Google is facing accusations that it stole the technology behind one of its most intriguing moonshots, Project Loon. The project involves beaming internet down to remote areas from unmanned balloons circling the skies. A company called Space Data, which is also using balloons for the same purpose, filed a lawsuit against Google parent Alphabet, which alleges that Google execs violated a non-disclosure agreement and infringed two patents. More →
Do you remember life before the Internet? Younger generations in developed countries will likely find it hard to imagine, but there was once a time when information wasn’t always a few taps or clicks away. Now, whether you’re in your home or on the go, the world’s information is always at your fingertips. Of course, there are still billions of people who do not have the same easy access to the web that many of us take for granted. In fact, more people than you might imagine have never accessed the Internet at all in their lifetimes.
Google’s Project Loon has been around for a while now, but that hasn’t stopped people from freaking out whenever they see one. Today in New Zealand, residents thought a plane was crashing when in fact a Loon balloon was landing, according to The Wall Street Journal. More →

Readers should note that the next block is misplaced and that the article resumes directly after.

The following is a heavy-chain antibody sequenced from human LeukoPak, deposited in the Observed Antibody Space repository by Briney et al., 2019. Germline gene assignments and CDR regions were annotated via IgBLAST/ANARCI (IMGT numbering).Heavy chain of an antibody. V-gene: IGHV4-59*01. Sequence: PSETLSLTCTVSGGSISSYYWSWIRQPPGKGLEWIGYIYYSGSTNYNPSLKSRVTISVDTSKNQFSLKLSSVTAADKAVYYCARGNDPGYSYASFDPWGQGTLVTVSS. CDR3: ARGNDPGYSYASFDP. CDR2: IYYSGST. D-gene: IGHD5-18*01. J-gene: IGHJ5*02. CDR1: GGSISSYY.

If you see an unidentified flying object with a Google logo on it, don’t worry too much — the company isn’t planning to abduct you and subject you to invasive probes, especially since its own algorithms are capable of probing you more thoroughly than any aliens ever could. Space.com reports that two years ago, some residents in Pike County, Kentucky reported seeing what they thought were UFOs from outer space but that turned out to be some of Google’s balloons that the company plans to use to bring Wi-Fi connectivity to rural parts of the world that lack Internet service. More →
Regardless of what Bill Gates thinks, Google is going ahead with its initiative to improve Internet access in Africa with large balloons that can send Wi-Fi signals to rural parts of the continent. Google said this week that it’s started running tests of its Project Loon balloons in California’s Central Valley “to research various approaches for improving the technology, like the power systems (solar panel orientation and batteries), envelope design, and radio configuration.” The company has already been testing out the balloons in both New Zealand and some parts of Africa, although there’s still no timetable for when Google’s balloons will be ready to deliver service.